Database Migration: SQLite to PostgreSQL
Tianzhou: Hey Danny, I don't think SQLite is good for our long-term game. I started with it because it is easy to use for local development.
Danny: We're launching Bytebase public in a couple of weeks. We should make a decision right now. I'm with you, SQLite is charming but it's a database for localhost only. I'm not seeing it in the architecture picture of Bytebase as a Cloud product. Some users want to run Bytebase container on Heroku, Render, and Google Cloud Serverless with persistent storage but they cannot do it today with SQLite.
Tianzhou: Right, and some features in the plan require time-series which isn't supported by SQLite.
Danny: SQLite schema update has limitations too. For example, altering column constraints isn't supported, and many other things. This makes it difficult to upgrade Bytebase version with schema changes later.
Tianzhou: It will be difficult to migrate existing customers later.
Danny: Yes, let's do this! How about PostgreSQL? I know we both like it.
Tianzhou: That sounds good. By the way, I want to provide the same one-click installation user experience today without requiring users to install and connect to PostgreSQL themselves.
Danny: We can either package PostgreSQL into our binary or build it into our Docker image. I prefer the former because not all users will use Docker. Hey, I found another reason to use PostgreSQL instead of MySQL. The compressed PostgreSQL package for Linux is about 13MB (Darwin 27MB), however, the MySQL package is 200+MB. I just wrote a 36-line unit test to simulate what I just talked about and it seems to work!
Tianzhou: Sweet. Oh, you used Go embed to stuff the package.
Both: We went down the street to stuff our stomachs first.
I wrote down the following lines in a note because it is so important to build a plan for any engineering project. This is the exact recipe that Google uses to migrate storage systems except we don't have to migrate existing data this time luckily.
- Install PostgreSQL at Bytebase start-up time.
- Create a PostgreSQL database schema that's equivalent to the one for SQLite.
- Write to both SQLite and PostgreSQL.
- Switch reads from SQLite to PostgreSQL.
- Clean up the dual-write code.
We started with packaging both PostgreSQL Linux and Darwin packages using Go embedded. When Bytebase starts, we will unzip the package, run initdb to set up the database if not yet, then run the PostgreSQL server. There is a lot of optimization that we did later including,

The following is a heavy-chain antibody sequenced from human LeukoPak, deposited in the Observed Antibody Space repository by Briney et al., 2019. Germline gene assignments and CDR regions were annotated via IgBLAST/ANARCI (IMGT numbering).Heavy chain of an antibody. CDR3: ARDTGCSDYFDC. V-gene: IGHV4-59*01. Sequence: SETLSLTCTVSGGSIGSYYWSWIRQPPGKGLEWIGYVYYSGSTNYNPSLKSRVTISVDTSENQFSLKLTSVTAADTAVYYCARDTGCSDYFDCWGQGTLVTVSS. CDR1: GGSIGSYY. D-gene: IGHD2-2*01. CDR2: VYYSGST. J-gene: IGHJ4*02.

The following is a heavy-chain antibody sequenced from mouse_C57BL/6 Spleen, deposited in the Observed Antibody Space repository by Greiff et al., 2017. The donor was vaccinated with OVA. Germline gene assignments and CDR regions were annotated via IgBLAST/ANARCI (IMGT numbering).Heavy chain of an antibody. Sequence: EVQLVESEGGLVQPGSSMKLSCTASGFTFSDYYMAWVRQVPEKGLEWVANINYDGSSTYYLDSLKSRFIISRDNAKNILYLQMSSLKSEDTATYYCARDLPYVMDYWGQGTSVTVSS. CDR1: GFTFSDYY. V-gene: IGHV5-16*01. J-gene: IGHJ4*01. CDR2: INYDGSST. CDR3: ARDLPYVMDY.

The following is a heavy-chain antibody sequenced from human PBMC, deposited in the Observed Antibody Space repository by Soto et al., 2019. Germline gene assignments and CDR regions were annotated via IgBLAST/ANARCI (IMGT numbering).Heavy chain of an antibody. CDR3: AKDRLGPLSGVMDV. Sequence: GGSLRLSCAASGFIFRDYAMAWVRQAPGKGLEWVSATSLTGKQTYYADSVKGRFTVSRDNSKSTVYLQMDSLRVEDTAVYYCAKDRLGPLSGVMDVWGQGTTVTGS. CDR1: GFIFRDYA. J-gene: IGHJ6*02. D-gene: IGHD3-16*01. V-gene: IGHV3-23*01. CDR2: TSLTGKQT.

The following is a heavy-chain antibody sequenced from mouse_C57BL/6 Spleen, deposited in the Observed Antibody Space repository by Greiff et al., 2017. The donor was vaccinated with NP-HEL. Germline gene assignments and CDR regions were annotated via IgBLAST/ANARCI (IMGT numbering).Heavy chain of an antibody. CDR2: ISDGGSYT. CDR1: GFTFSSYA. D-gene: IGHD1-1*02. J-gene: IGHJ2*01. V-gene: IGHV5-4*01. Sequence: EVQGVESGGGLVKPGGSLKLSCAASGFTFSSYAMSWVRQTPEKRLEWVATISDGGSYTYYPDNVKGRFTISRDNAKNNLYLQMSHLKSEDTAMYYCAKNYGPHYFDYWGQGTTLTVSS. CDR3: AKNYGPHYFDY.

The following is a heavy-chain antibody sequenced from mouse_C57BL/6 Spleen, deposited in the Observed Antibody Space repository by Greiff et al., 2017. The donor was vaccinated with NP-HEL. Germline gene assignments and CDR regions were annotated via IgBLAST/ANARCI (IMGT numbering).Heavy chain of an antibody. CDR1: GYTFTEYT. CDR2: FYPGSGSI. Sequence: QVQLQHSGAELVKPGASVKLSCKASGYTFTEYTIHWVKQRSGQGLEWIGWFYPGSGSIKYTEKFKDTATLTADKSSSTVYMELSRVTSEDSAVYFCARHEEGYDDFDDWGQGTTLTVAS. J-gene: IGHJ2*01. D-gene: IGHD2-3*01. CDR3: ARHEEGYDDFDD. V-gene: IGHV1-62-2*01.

- Make PostgreSQL installation and setup idempotent to handle failures in the middle.
- Turn off the listening port and use a Unix domain socket for connections. This improves security by not exposing the port and improves the host conflicting port scenario.
- Use Go build tags to only embed the PostgreSQL package for the binary platform for reducing Bytebase binary size.
- Support running Bytebase as a Linux root user while running PostgreSQL as a non-root user, because PostgreSQL cannot run as the root user.
We had a complex SQLite schema with 1K+ lines. To find the PostgreSQL equivalent schema, we execute the SQLite DDLs against PostgreSQL and resolve failures one by one. Here are some noticeable differences between them.
- AUTOINCREMENT becomes SERIAL.
- Keywords: some column names such as "grant" are the keywords in PostgreSQL. They should be escaped with double-quotes.
- Row update time trigger DDL is different.
- It is different to change the sequence starting value.
- Now() timestamp.
Then it is a lot of engineering work to update existing SQL queries. SQLite (similar to MySQL) dialect uses the question mark parameters while PostgreSQL uses positioned parameters for prepared statements. Because we break down into multiple smaller changes, the changes for table writes should be implemented in topological sorting order if there are foreign keys. For example, if the author table is referenced by the book table, we should perform dual-writes to the author table first in a change, then do dual-writes to the book table as a follow-up change.
Mission completed! Real word navigation has a different feeling. After spending a couple of days in a hotel room, I decided to hang out with friends and visit some popular shops in Downtown Shanghai together. Yup, we got lost on the street constantly without having a written-down plan.
Picture of an interesting place @ Downtown Shanghai
SQLite is still good for many on-device use cases while PostgreSQL is more ubiquitous. As an extra story, Bytebase does support external database options later as an open-source community contribution. This enables customers to run Bytebase in a k8s cluster container with persistent database storage elsewhere.
As part of the effort, we are really following Life of a Feature established at Bytebase with influences from Google's engineering best practices. We'd like to highlight these points which really helped to make our database migration go smoothly.
- Write a design first. It is really just the words we wrote down in a small note above. It helps the author to figure out a clear and executable plan, and it is also useful to get peers to double-check the plan or suggest better alternatives if any.
- Break down into small changes with proper reviews. This is the key to making firm and fast moves.
- Testing. We are very fortunate this time because we added Go end-to-end integration tests right before this database migration project. The test will start a real Bytebase server, simulate end-user behavior by calling APIs, and cover most of the critical user journeys. We will know whether a change is working by simply running the "go test" command instead of clicking hundreds of buttons on the web UI.
Bytebase offers a web-based collaboration workspace to help DBAs and Developers manage the lifecycle of application database schemas. People might be curious how Bytebase manages its own database schema. We will chat about it next time.